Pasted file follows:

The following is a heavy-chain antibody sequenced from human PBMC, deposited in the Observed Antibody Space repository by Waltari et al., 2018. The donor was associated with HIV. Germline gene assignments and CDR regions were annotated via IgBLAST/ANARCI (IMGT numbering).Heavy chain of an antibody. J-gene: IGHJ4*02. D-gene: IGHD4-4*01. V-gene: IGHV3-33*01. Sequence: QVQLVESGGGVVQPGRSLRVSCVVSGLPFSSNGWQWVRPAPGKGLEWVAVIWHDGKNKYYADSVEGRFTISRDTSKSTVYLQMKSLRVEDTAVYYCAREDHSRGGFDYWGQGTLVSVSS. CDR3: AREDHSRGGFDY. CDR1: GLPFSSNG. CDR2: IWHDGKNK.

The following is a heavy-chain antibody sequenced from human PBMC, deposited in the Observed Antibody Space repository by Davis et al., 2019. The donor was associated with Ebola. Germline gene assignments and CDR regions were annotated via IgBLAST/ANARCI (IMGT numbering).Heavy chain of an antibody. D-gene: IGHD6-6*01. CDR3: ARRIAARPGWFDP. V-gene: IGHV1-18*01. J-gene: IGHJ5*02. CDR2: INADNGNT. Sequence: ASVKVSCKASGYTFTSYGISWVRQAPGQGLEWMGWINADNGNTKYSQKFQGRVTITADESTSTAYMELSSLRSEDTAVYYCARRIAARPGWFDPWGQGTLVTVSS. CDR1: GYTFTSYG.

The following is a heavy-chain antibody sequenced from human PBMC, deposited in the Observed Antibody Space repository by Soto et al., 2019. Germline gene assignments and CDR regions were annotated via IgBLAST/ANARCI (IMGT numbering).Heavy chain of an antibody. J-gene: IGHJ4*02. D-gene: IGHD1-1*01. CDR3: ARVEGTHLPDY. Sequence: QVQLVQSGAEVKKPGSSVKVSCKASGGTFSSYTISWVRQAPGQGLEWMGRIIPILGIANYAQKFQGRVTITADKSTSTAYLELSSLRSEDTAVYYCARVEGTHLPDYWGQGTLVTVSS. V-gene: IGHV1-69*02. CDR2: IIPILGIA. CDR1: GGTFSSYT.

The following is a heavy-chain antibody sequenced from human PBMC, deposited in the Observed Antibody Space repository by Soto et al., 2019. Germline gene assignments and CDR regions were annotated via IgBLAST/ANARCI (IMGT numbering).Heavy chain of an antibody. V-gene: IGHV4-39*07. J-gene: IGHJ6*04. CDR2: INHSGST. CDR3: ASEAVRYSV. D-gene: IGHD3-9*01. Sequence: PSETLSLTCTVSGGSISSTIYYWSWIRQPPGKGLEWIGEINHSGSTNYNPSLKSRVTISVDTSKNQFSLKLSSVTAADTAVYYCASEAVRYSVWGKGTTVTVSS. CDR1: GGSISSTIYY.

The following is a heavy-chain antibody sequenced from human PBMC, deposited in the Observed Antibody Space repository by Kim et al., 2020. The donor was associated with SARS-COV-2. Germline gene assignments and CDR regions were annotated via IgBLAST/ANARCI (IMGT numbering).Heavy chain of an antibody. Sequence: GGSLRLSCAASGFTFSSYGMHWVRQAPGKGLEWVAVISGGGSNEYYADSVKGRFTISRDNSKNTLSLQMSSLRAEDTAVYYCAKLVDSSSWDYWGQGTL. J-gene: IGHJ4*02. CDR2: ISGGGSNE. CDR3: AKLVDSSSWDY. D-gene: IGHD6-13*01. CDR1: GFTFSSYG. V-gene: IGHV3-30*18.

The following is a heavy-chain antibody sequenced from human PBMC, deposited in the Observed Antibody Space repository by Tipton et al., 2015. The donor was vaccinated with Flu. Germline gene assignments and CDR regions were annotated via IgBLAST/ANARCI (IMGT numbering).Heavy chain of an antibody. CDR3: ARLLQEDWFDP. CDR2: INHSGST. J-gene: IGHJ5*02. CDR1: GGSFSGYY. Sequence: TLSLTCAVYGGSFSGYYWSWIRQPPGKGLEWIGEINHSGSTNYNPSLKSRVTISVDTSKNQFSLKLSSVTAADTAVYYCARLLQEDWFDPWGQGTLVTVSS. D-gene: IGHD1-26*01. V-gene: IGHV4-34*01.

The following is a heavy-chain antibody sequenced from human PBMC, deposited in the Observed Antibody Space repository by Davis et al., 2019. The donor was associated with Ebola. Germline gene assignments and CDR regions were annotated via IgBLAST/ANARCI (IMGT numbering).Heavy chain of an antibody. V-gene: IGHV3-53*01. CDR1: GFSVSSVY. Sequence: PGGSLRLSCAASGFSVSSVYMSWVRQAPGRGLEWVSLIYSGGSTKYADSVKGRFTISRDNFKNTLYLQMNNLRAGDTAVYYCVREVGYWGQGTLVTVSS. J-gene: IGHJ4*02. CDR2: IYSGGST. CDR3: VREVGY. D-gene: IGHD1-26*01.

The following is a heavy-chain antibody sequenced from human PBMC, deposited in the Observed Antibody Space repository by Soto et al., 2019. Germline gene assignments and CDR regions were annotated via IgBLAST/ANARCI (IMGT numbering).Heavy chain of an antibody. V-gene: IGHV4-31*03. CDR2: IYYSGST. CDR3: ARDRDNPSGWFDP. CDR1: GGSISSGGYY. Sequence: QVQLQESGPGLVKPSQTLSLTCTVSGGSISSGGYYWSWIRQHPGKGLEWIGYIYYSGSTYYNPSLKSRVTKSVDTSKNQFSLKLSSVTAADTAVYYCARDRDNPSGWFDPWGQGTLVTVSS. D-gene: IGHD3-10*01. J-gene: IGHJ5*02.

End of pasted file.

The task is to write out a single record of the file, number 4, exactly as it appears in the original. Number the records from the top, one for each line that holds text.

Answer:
The following is a heavy-chain antibody sequenced from human PBMC, deposited in the Observed Antibody Space repository by Soto et al., 2019. Germline gene assignments and CDR regions were annotated via IgBLAST/ANARCI (IMGT numbering).Heavy chain of an antibody. V-gene: IGHV4-39*07. J-gene: IGHJ6*04. CDR2: INHSGST. CDR3: ASEAVRYSV. D-gene: IGHD3-9*01. Sequence: PSETLSLTCTVSGGSISSTIYYWSWIRQPPGKGLEWIGEINHSGSTNYNPSLKSRVTISVDTSKNQFSLKLSSVTAADTAVYYCASEAVRYSVWGKGTTVTVSS. CDR1: GGSISSTIYY.